October 19, 2006

Stop Right Now, Thank You Very Much

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In the deepest recess of Cornell’s dark underbelly, perhaps in one of those charmingly run-down excuses for a house not ten feet away from your own, some well-meaning college kid is planning a ‘90’s-themed party. They want to do something different for their next get-together, something fresh, yet with that ironic twist characteristic of all college theme parties. They marvel at what they consider to be their own ingenuity – unbeknownst to them, they’ve actually been inspired by watching countless re-runs of I Love the ‘90’s during Fall Break, and now we all have to suffer for VH1’s decision to take a good idea too far.
Yes, one look at the events page on your Facebook will confirm that ’90s-themed dance parties truly are the new ’80’s-themed dance parties, and man, are they everywhere: fraternities, sororities, houses and even the lukewarm Ithaca club scene are sponsoring these dance retrospectives, leading me to question my earlier convictions regarding the sheer un-danceability of the previous decade. Is there something that I’m missing? Was there a genuine, salvageable dance scene easily overlooked by a careless eye?
Buckling down and scrutinizing the top hits of each year (yes, there was actual field work involved in this bit of journalism), I can safely boil the short answer down to a resoundingly pretentious “no”. American pop music in the ‘90’s can be separated into two distinct categories, the first being characterized by a major endorsement for the slow dance. Indeed, we began casting off the 30- and 40-something musician for a younger, slicker, more attractive pop idol. 1990 was really the last hurrah of these Billboard dinosaurs, with Bette Midler, Michael Bolton and Billy Idol still retaining spots at the top of the charts, but quickly losing ground to the moog-backed, smoo-o-o-oth sound of the R&B all-stars such as Whitney Houston, Monica, Toni Braxton, and Brandy, to name a few. These artists were nothing if not prolific, churning out album after album – sometimes one per year – and subsequently hit after hit, sometimes even teaming up to enact a reign of octave-defying terror. For example, Mariah Carey released her self-titled in 1990, and followed quickly with Emotions and Music Box, totaling twelve hits in less than three years; Boyz II Men put out two of their own substantial LPs, finally teaming up with Mariah in ’96 to release “One Sweet Day,” the high school graduation song of the century. America’s preteens ate it up, letting that smooth, buttery goodness melt us into quivering masses of hormones. We slow-danced with our crushes, not really understanding the lyrics to “I’ll Make Love To You” but knowing that playing it at a middle-school dance was somehow fundamentally wrong.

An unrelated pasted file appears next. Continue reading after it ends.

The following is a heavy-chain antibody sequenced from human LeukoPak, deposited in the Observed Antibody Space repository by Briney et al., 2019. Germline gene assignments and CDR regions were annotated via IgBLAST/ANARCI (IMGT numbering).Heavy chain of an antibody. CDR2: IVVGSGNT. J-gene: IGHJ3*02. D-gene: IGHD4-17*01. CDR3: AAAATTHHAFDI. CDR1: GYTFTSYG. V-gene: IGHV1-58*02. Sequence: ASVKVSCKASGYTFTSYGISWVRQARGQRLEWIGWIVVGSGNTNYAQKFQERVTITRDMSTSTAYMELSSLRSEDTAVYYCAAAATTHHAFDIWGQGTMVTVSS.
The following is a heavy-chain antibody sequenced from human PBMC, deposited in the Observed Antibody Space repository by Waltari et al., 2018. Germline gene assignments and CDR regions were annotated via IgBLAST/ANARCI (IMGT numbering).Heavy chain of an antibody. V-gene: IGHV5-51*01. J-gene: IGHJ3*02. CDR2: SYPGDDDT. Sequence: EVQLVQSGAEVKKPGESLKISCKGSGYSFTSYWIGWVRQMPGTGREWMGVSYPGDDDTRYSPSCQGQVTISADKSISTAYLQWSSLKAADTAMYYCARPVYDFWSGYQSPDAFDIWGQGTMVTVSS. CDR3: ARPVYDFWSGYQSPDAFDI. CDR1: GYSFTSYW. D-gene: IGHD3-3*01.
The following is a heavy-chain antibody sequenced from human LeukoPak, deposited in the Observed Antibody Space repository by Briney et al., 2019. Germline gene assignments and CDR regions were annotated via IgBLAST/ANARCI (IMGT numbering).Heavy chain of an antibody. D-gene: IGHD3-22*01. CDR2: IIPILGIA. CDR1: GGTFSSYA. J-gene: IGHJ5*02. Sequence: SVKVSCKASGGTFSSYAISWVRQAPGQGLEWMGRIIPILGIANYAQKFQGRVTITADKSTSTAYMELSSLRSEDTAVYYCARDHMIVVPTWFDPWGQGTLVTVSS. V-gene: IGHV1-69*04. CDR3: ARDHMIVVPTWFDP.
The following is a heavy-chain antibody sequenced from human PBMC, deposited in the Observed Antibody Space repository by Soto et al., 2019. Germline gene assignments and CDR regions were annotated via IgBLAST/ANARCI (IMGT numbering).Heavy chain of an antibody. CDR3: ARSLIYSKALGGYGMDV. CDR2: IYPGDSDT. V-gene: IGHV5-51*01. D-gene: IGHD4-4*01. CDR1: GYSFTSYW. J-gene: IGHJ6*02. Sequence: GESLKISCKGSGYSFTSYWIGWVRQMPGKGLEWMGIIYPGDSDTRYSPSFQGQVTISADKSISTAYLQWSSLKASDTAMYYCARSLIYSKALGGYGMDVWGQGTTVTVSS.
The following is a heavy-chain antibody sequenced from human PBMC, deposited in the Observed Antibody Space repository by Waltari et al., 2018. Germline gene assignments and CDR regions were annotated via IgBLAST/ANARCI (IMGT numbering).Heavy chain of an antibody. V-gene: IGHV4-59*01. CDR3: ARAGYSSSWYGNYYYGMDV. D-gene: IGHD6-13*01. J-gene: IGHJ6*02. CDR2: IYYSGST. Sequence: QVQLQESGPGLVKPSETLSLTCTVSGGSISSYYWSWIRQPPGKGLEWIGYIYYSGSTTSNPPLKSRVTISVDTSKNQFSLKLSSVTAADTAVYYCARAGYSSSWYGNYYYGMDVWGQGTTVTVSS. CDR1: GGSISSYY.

The second brand of ’90s pop literally commanded us to dance, sometimes providing intricate instructions for flawless synchronization. There was N’Sync and 98 Degrees, groups which we fixated on largely because of their ability to simultaneously dance and sing, but these gender-oriented industry creations are only half of a long, embarrassing story. How can we forget Lou Bega’s “Mambo #5,” or, dear God, the Brian Setzer Orchestra’s remake of “Jump Jive An’ Wail,” a song that single handedly brought about the second coming of both swing dance and Gap khakis. Oh, and we can thank Will Smith for making “jiggy” a legitimate part of the English language.
Of course, it wouldn’t be kosher to claim that pop music single-handedly killed dancing – rock had its fair share in the blame as well. Those of us who leaned towards this “alternative rock” – alternative because it wasn’t K-Ci & JoJo – were given two choices: heroin or pot. The first manifested itself in angry, dissatisfied hard rock, first of Nirvana and Pearl Jam, later Korn and Limp Bizkit; the second ranged from the reggae-infused hits of Sugar Ray to the simpering acoustics of the Dave Matthews Band or Third Eye Blind. Now, I’m not claiming that I don’t know all of the lyrics to “Walkin’ on the Sun,” but the options were clearly limited. One could either throw one’s body into a mass of angst-ridden teenagers, or else lie on the floor thinking about nature and colors.
So how did we recover from this dearth of respectable dance music? For next week: How Europe picked us up, dusted us off, and brought back the beat.